“We are excited that Hewlett Packard Enterprise has chosen to call Texas home, and I thank them for expanding their investment in the Lone Star State by relocating their headquarters to the Houston region,” said Governor Abbott. “Hewlett Packard Enterprise joins more than 50 Fortune 500 companies headquartered in the Lone Star State, including 22 in the Houston area alone. That is because Texas offers the best business climate in the nation. Our low taxes, high quality of life, top-notch workforce, and tier one universities create an environment where innovative companies like HPE can flourish. We look forward to a successful partnership with HPE, as together we build a more prosperous future for Texas.”

“As we look to the future, our business needs, opportunities for cost savings, and team members’ preferences about the future of work, we are excited to relocate HPE’s headquarters to the Houston region,” said Antonio Neri, CEO of HPE. “Houston is an attractive market to recruit and retain future diverse talent and where we are currently constructing a state-of-the-art new campus. We look forward to continuing to expand our strong presence in the market.”

“HPE’s headquarters relocation is a signature moment for Houston, accelerating the momentum that has been building for the last few years as we position Houston as a leading digital tech hub,” said Bob Harvey, president and CEO of the Greater Houston Partnership, the economic development organization serving the Greater Houston area. “Houston has long been a hub for global innovation and offers leading tech companies a deep bench of digital and corporate talent to drive success. We are excited HPE leadership recognized this and look forward to welcoming the headquarters team to Houston.”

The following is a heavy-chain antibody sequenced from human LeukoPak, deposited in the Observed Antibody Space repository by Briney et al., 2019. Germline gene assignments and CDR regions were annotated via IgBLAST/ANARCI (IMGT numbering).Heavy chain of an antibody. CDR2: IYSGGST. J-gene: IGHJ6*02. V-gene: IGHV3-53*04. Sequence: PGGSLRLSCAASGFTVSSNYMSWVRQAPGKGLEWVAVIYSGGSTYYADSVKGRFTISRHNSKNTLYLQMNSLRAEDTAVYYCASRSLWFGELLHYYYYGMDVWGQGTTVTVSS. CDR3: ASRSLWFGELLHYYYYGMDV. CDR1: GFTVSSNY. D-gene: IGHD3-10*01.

“It’s a smart relocation move for HPE to come to Texas, bringing their Corporate Headquarters to North Harris County! These are great 21st century jobs for Texans,” said Senator Paul Bettencourt.

“As one of the State Representatives for the Spring area, I am elated that Hewlett Packard Enterprise has chosen to relocate their new Global Headquarters to Spring. New business growth such as this is one of the primary economic drivers to look forward to in an area that will see tremendous job creation, providing new innovation and opportunity for our communities. HPE’s “state-of-the-art” facility will add another jewel to the crown that is our community and our home. With the impact this year of COVID on our local businesses, the addition of a world class technology headquarters will be a welcome indication of a brighter future,” said Representative Sam Harless.

In addition, Governor Abbott released a video to celebrate the announcement.

2 HPD officers shot at apartment complex on south side of Houston

HOUSTON, Texas (KTRK) — Two Houston police officers were shot and a suspect has been arrested at an apartment complex Tuesday morning in southwest Houston, Chief Art Acevedo said.

A call came in around 9:30 a.m. from the Richmond Manor apartments in the 2600 block of Holly Hall and El Mundo, near Highway 288.

Initially, police reported that at least one officer had been shot. An ambulance was seen rushing to Memorial Hermann Hospital, where a massive police presence is outside.

We know at least one officer is being treated there. One of the officers was shot in the arm and is expected to survive.

Read more from ABC13…

75 Years Later, Local Veterans Reflect on World War II

By Catherine Wendlandt